Patients with depression, who had quit smoking and were lower income were more likely to be in the weight gain group.

One limitation to this study is that it isn't comparing the participants with insurance to those without insurance; all participants in this study had health insurance. Having health insurance makes is much easier for the patient to afford medications and testing supplies to manage their diabetes. 

Weight loss is crucial to patients' health with diabetes. While it was a minority of the patients in this study who were able to achieve and maintain weight loss, it can be done. I would encourage clinicians to consistently:
  • inform their patients of the diabetes diagnosis
  • refer patients to weight loss counseling
  • refer patients to nutrition education
  • follow up with HbA1c every 3-6 months
Please use the following link to find a dietitian in your area.

Citation: Feldstein AC, Nichols GA, Smith DH, Rosales AG, Perrin N. Weight change and glycemic control after diagnosis of type 2 diabetes. J Gen Intern Med 2008;23(9):1339-45.

Wednesday, January 2, 2013

Pregnancy Weight Gain: How much is too much?


It is that time of the year when many of us are pondering the past year and making goals and resolutions for the next year. A very common new years resolution is regarding weight loss. It is true that many of us could stand to be significantly slimmer for better health, but what are appropriate goals for weight gain if we are pregnant?

All women need to gain some weight while pregnant to support the healthy growth of their baby. How much weight is appropriate is contingent upon how much you weighed before you became pregnant. The BMI (body mass index) is a measure of how much you weigh as compared to your height. It is not an exact measure of body fatness, but it is a good estimate. You can calculate your BMI here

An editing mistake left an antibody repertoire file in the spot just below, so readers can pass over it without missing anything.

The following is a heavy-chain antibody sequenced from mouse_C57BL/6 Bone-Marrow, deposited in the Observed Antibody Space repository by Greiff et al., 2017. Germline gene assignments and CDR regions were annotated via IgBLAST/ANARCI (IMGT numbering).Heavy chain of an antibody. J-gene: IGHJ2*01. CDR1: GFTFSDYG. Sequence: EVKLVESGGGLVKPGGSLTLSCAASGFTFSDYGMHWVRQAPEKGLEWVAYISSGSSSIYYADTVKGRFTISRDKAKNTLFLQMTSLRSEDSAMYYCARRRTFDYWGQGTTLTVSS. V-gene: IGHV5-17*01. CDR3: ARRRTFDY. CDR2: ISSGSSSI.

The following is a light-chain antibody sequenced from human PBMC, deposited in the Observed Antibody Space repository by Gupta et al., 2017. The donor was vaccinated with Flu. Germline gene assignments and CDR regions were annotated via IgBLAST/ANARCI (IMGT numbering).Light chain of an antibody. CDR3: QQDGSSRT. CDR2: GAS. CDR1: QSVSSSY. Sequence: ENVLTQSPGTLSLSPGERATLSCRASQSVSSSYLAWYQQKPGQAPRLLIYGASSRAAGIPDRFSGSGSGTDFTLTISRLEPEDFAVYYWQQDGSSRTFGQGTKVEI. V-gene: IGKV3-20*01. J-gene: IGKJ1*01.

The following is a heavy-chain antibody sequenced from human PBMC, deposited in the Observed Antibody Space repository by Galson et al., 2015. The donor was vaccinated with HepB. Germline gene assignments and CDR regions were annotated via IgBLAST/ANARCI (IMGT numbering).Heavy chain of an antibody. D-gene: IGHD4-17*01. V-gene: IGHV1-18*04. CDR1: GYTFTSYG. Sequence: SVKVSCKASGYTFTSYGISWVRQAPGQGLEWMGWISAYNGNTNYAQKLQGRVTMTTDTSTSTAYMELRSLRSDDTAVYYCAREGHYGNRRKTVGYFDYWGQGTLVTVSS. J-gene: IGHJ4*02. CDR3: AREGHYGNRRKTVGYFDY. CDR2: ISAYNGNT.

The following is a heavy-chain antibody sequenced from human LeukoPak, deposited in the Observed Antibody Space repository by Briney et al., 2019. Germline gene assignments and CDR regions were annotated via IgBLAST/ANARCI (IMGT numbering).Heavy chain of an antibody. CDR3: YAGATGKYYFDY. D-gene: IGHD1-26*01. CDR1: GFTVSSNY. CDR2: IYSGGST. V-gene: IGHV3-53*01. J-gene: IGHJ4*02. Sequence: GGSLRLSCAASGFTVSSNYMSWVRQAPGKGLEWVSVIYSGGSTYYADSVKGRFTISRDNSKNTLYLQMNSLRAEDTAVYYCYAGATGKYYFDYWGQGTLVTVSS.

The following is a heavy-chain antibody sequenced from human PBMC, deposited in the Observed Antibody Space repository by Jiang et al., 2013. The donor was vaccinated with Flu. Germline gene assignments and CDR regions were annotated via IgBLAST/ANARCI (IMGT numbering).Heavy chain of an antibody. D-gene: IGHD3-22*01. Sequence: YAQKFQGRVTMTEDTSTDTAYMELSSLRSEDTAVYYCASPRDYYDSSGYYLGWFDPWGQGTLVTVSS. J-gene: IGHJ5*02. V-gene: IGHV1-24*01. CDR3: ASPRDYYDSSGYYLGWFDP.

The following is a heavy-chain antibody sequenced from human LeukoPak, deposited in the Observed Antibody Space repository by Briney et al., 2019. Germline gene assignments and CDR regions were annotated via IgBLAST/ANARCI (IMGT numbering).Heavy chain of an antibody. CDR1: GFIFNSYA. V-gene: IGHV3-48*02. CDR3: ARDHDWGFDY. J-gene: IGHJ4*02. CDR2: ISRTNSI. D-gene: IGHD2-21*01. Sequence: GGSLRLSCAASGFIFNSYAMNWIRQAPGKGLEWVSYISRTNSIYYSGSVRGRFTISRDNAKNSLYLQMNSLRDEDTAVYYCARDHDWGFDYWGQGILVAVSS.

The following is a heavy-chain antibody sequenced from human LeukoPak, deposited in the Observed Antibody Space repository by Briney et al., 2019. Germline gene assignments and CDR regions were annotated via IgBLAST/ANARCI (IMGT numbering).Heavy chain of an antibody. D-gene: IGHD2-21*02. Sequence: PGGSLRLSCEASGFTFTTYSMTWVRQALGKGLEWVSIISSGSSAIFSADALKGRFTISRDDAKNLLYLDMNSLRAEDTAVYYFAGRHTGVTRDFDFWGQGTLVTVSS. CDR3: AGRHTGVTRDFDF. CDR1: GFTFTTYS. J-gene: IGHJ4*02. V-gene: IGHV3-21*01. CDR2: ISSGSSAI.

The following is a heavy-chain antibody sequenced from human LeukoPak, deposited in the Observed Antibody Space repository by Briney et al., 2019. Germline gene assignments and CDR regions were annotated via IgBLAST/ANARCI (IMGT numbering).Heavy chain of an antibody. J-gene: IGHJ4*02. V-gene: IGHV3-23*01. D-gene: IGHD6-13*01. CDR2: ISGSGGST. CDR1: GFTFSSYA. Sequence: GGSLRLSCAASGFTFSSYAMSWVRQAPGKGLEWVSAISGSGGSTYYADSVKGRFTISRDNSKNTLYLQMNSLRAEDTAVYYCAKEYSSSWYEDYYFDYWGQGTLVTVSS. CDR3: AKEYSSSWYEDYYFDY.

Based on your BMI, if you weight is healthy for your height, the recommended weight gain total is 25-35 pounds. But, if your BMI is too high or too low, or if you're carrying twins, the recommendations shift.



Pre-Pregnancy BMI
Total Weight Gain
Underweight (BMI < 18.5)
28 to 40 pounds (about 13 to 18 kilograms)
Healthy weight (BMI 18.5 to 24.9)
25 to 35 pounds (about 11 to 16 kilograms)
Overweight (BMI 25 to 29.9)
15 to 25 pounds (about 7 to 11 kilograms)
Obese (BMI > 30)
11 to 20 pounds (about 5 to 9 kilograms)

If you're carrying twins, the recommendations increase a bit:


Pre-Pregnancy BMI
Total Weight Gain
Healthy weight (BMI 18.5 to 24.9)
37 to 54 pounds (about 17 to 25 kilograms)
Overweight (BMI 25 to 29.9)
31 to 50 pounds (about 14 to 23 kilograms)
Obese (BMI > 30)
25 to 42 pounds (about 11 to 19 kilograms)

Where does that weight go? Besides the weight of the baby, the changes a woman's body include a few pounds of fat, increase in the size of the placenta and breasts and an expansion of the blood volume and amniotic fluid.

The risk of gaining too much or too little is worth discussion. We are learning more about the long term effects of the intrauterine environment on the health of the baby. It does matter what you eat for your health and for the health of your child.

What about calories? Too many women take pregnancy as as carte blanche for scarfing in the kitchen (and the drive through and the carry out). The often quoted statistic is that women need, on average, 300 extra calories per day. Unfortunately, the fine print is often lost. In the first trimester of pregnancy, women need, wait for it, ZERO extra calories per day! The needs increase in the second and third trimester, but the extra calories required can be fulfilled with a half of a sandwich, or a yogurt. Keep in mind that as a woman's belly grows, her level of physical activity (and energy) often decline and so fewer calories may not actually be needed.

Being a parent is hard. Being a good parent is even harder. Focus on the big picture make sure that fruits and vegetables are the basis of most of your meals and snacks. Everyone aspires to have a healthy family; a healthy pregnancy is a great place to start.